Pension tax relief is available to you at your highest rate of tax and is considered one of the single most efficient ways of reducing your tax burden in any given year.

  1. Carry Forward

We mentioned it above so let me attempt an explanation. ‘Carry Forward’ will allow those individuals who are eligible to go back up to three tax years and provide the opportunity to use up those unused allowances. That is on the condition that you were a member of a UK registered pension scheme in those tax years that you wish to use.

Keep in mind though, other eligibility criteria will apply.

  1. ISAs; what is an Individual Savings Account and how can it benefit me?

These types of savings and investments are a very useful tool for achieving gross interest or returns on your savings as a contractor.

In particular, if you are close to or in the higher rate tax thresholds the income achieved on an ISA will not affect other allowances available, such as savings or dividend allowances.

ISAs can be cash-based, investment, or a combination of the two. They are also a very useful source of future income that can then be achieved tax-free.

  1. Higher rate reality

The higher rate catches you when your annual income from all sources exceeds £50,000, including rental income, investment income and for those running their own company, this will include dividends too.

Other benefits such as Child Benefit can also be affected at this level of income, so be aware.

Fortunately, there are options available through some forms of investment to restore or reduce the levels of income to mitigate this threshold.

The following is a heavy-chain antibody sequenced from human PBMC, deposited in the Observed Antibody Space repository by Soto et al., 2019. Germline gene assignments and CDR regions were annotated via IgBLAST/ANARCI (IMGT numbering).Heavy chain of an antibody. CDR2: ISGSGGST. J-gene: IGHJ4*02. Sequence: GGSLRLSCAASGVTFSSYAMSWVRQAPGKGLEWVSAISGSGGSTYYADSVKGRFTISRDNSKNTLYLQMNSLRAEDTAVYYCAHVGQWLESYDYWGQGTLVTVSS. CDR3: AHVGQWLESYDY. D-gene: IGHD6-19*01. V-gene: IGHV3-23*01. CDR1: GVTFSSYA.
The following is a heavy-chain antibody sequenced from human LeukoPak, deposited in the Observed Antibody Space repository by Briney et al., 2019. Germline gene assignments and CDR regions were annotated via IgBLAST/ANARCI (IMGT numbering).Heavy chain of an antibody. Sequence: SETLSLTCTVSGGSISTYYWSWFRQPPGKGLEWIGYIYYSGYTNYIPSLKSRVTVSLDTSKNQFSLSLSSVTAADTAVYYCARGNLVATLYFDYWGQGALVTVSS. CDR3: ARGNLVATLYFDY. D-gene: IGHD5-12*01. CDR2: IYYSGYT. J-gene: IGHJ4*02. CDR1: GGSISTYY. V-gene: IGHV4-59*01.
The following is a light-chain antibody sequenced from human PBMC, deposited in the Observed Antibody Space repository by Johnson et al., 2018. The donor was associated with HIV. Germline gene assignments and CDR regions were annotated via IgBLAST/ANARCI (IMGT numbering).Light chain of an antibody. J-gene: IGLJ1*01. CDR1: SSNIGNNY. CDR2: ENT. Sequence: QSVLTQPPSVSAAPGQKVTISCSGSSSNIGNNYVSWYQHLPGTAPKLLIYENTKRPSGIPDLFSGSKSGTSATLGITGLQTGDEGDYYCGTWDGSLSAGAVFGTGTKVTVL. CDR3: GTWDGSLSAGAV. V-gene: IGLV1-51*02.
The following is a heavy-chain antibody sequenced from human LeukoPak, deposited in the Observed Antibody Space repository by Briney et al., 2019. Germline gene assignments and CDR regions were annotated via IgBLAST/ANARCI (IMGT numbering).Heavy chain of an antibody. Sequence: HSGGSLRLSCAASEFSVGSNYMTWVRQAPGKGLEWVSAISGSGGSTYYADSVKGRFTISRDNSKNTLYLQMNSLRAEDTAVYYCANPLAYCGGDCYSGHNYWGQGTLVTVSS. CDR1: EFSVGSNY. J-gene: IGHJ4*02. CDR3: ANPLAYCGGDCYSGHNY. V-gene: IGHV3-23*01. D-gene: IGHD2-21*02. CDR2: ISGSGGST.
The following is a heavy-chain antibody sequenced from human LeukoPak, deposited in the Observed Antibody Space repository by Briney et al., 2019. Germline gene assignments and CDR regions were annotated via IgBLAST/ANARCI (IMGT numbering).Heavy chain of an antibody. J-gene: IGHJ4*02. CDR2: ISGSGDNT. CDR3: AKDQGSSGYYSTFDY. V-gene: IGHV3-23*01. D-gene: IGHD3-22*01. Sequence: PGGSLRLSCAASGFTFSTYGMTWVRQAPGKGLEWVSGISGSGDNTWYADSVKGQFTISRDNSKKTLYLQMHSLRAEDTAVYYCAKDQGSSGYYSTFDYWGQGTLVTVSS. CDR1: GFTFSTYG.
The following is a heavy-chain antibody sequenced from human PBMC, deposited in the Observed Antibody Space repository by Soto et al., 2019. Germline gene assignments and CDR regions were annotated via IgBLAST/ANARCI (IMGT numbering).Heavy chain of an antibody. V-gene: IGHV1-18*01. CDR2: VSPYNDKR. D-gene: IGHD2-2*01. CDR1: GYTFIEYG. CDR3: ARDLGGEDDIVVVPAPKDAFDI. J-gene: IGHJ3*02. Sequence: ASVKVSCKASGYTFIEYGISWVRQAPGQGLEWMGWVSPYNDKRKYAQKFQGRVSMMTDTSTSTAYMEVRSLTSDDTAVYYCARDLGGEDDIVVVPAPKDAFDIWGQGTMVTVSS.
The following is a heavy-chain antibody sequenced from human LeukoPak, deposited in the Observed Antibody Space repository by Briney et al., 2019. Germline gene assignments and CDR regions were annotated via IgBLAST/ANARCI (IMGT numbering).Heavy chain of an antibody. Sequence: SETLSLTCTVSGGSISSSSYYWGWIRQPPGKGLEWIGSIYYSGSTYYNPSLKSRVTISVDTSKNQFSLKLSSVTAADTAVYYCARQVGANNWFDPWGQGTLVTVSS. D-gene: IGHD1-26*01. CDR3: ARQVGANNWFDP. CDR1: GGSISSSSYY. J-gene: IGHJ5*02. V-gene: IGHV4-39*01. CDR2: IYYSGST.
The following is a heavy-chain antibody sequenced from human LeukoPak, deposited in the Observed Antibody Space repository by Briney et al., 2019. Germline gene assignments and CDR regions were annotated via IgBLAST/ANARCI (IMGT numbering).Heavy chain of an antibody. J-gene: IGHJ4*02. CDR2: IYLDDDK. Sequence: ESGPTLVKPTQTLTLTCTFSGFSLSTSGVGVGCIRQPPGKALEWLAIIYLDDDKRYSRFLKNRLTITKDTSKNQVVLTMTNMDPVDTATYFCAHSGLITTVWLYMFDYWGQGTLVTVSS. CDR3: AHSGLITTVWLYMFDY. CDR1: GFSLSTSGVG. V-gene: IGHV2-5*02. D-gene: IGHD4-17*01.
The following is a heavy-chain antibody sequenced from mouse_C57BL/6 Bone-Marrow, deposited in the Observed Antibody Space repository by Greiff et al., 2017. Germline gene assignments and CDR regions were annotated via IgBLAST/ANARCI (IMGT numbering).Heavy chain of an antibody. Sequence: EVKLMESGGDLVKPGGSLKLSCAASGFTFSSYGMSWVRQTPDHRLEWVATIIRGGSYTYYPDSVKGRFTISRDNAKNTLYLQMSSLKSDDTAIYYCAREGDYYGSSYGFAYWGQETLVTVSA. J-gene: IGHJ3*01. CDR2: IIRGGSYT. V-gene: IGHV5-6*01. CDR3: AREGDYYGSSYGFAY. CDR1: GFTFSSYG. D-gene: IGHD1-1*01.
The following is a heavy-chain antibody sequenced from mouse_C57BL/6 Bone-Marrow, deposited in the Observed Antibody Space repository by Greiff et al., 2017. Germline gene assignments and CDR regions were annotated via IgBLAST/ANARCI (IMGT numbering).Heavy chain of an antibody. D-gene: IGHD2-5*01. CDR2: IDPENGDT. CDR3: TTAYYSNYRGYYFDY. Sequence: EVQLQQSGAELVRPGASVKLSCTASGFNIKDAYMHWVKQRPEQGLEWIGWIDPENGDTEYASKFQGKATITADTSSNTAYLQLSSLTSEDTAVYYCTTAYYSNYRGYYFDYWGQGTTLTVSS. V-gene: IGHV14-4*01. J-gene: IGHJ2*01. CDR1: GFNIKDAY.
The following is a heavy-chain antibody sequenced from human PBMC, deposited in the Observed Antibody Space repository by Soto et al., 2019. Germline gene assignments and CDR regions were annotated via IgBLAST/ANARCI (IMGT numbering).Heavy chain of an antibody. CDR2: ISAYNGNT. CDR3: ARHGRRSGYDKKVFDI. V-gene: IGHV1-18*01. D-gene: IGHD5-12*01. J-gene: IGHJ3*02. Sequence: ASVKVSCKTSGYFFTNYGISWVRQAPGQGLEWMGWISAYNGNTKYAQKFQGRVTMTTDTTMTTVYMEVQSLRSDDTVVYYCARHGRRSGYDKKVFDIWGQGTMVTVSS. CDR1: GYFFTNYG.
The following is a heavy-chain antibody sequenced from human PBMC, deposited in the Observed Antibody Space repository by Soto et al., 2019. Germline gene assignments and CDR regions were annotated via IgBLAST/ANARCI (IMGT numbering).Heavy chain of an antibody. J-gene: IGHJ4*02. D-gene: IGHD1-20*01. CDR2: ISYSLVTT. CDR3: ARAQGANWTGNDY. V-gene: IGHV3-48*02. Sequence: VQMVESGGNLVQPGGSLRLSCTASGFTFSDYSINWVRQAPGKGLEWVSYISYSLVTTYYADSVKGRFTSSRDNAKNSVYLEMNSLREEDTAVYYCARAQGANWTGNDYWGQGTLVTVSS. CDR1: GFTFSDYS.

1. Capital Gains Tax (doesn’t have to be taxing – at present)

Any investments including shares and property that is not your main residence are subject to this tax – CGT - on disposal. This tax is often considered the ‘forgotten tax.’ That’s because you have an allowance of £12,300 each year that can be used on gains before the tax is payable.

However for gains above this amount the tax can be as high as 28%, which is fairly substantial.

In addition, you are also unable to carry forward any unused allowances from year-to-year. Planning the disposal of assets (taking into account your income in a given year) is vital to ensure you don’t pay more tax than you need to.

Run the ‘stand back and tot-up’ test

So where’s a good place to start – or what do contractors need to do? Always consider your finishing position for all income and gains in the current year with a forward view in mind of the coming year, looking at what your potential liabilities could be.

From there, work through all the allowances that are available to you, allowing enough time to take action if required. In our experience, leaving things to the last minute can often be at a cost to you and to the benefit of the taxman.

Still feel like you’re missing something? Financial planning can feel like a maze and getting lost is all too easy if there’s not a professional to help navigate you. Here is a simple checklist to run through to rid that feeling that you’ve forgotten a vital area.

  • Personal Income Allowance
  • Your Spouse or Partner’s Personal Income Allowance
  • Dividend Allowance
  • Pension Allowance (including the last three years)
  • ISA Allowance
  • Savings Allowance
  • Capital Gains Allowance
  • Inheritance & Gift Allowances

There are a few extra areas listed here to those considered in detail above. But such is the nature of financial planning; there’s often more to consider than first meets the eye! If you wish to discuss any aspect of the financial planning areas outlined, please complete the form below.

ContractorUK offers a FREE consultation via our financial planning and pensions partner.

Tuesday 23rd Feb 2021

Fill out the form below to arrange your consultation. Applicable only to UK residents.